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Rural Fire Fee – Lawmakers Fight It, Governor Budgets The Revenue

CALIFORNIA – There are currently three bills in the California Legislature, seeking to overturn what has become known as the Rural Fire Fee, which requires property owners in designated State Responsibility Areas to pay up to $150 annually per habitable structure, to the State Board of Equalization for fire prevention.

Assembly Bill (AB) 124, whose co-sponsors include newly elected Assemblymember from District 5 Frank Bigelow; AB 23, sponsored by Assemblymember Tim Donnelly, District 33; and SB 17, sponsored by Senator Ted Gaines, all seek to repeal the section of the Public Resources Code establishing the fire prevention fee.

Previous attempts to repeal the fee, which is believed by many to be an illegal tax, have failed to garner the needed support. But those opposed to the Rural Fire Fee are not giving up the fight.

The Howard Jarvis Taxpayers Association filed suit in October 2012, challenging the constitutionality of the fee on the grounds it is really a tax that needed a two-thirds vote in the Legislature to pass, but garnered only a bare majority and therefore never became law.

While the Legislature wrestles with the issues, and lawsuits work their way through the courts, the Governor’s Office is working on their proposed budget for the next year, and lining out what they will do with the new revenues collected from over 800,000 property owners across California.

At a Town Hall Meeting, hosted by District 5 Supervisor Tom Wheeler on Jan. 31 in Oakhurst, Cal Fire Batallion Chief Chris Christopherson talked about where some of these dollars would be spent.

“There are details in the governor’s proposed budget, lining out where every dollar will go,” said Christopherson.

One of Cal Fire’s large programs, which has taken hits due to the budget cuts of previous years, is the Vegetation Management Program (VMP), he said.

“The VMP gives Cal Fire the opportunity to go out and do controlled burning on private lands to minimize the fire impact on areas in the foothills,” said Christopherson.

These controlled burns can also be effective in controlling invasive species and enhancing the environment for habitat, says Cal Fire Information Officer Daniel Berlant, who notes that additional funding for the program is being requested in the new budget.

At the Town Hall meeting, Christopherson pointed out that with the expensive and lengthy environmental reviews for these projects, it can take a minimum of one to two years to do a single program. Then, he says, the property owner must pay the air pollution fees on top of what Cal Fire is paying.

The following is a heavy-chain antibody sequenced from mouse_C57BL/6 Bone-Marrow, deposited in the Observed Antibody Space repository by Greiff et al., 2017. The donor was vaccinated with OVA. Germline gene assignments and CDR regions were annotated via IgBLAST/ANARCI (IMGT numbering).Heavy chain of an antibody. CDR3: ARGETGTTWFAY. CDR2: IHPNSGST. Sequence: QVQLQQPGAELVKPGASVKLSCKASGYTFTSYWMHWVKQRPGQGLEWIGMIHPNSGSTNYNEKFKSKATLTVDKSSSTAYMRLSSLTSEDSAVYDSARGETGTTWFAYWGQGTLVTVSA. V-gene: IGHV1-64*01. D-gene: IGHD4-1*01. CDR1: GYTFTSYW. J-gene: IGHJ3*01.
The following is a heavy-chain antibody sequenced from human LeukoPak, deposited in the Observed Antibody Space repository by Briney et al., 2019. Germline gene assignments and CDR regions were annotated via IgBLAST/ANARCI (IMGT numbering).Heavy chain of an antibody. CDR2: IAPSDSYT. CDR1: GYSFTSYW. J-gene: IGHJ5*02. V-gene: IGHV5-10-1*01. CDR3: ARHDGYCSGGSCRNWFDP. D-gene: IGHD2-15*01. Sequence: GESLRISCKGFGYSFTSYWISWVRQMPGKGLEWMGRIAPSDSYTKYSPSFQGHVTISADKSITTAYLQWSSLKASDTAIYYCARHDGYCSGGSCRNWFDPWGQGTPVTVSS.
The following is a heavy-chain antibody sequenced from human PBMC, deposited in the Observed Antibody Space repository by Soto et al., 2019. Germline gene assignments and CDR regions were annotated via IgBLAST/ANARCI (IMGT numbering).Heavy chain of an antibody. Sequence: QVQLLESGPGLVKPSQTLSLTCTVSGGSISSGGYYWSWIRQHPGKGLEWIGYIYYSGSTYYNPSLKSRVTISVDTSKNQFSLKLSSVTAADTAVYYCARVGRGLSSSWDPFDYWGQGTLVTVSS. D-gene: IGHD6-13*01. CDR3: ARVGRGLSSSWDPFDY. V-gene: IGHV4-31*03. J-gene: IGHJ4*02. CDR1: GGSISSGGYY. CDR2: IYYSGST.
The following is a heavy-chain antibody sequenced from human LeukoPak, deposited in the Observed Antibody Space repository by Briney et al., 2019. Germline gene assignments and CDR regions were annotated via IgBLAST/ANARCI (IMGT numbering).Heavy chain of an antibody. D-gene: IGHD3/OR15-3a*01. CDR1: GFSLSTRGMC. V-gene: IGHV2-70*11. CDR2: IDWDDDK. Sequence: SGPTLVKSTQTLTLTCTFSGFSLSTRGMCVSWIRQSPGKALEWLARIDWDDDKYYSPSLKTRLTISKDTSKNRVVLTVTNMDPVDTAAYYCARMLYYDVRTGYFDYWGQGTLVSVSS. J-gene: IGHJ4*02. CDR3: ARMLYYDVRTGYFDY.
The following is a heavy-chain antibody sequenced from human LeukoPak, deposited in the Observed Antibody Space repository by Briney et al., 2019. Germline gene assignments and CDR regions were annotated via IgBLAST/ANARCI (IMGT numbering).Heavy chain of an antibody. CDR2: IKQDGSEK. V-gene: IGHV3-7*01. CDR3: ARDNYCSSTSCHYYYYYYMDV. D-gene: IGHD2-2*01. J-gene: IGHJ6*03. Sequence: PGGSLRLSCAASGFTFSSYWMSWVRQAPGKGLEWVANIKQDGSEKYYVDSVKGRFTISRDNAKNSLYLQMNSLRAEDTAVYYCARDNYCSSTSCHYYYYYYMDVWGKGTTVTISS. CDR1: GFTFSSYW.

“It’s a very expensive program,” says Christopherson, “but the benefits far outweigh the expense because of the reduction of those flammable overgrown areas around homes.”

Christopherson also discussed Senate Bill 1241 which requires cities and counties to adopt a comprehensive, long-term general plan that provides protection for communities from unreasonable risks associated with, among other things, wildland and urban fires.

SRA fees would be used to hire employees to work with the planning departments of each county to ensure that their general plan and any new developments meet the fire code requirements, says Christopherson. He notes that the proposed budget has designated some $11.712 million for this project.

“Before any new development can go forward, they will go through a plan check process with Cal Fire employees who are specifically trained in this area,” said Christopherson. “We’ll make sure that all the fire mitigation measures are built into that development, so we don’t have problems down the road.”

He lined out other proposals for the distribution of revenues from the Rural Fire Fee, including $1.7 million toward recovering the cost of fighting fires caused by negligence, additional funding for resource management programs to reduce fire danger in the state forests, and mandated funding for the oversight program for the Aboveground Petroleum Storage Act, in Cal Fire’s role as State Fire Marshall.

“The Emergency Fund is probably the one that will benefit everyone the most,” says Christopherson. “It pays for the expenses for equipment and personnel needed to fight fires in California.”

The Emergency Fund helps take the burden off local agencies who have jurisdiction when fires happen in their area, by picking up those costs, says Christopherson.

When small fire departments respond with engines and personnel to assist in large fire incidents, Cal Fire reimburses them for the extra expenses incurred through the Emergency Fund, according to Cal Fire Information Officer Barlant.

Chistopherson adds that a large amount of SRA monies will be going back into the Emergency Fund to help offset the deficits of the past several years due to the cost of fighting some very large fires in California.

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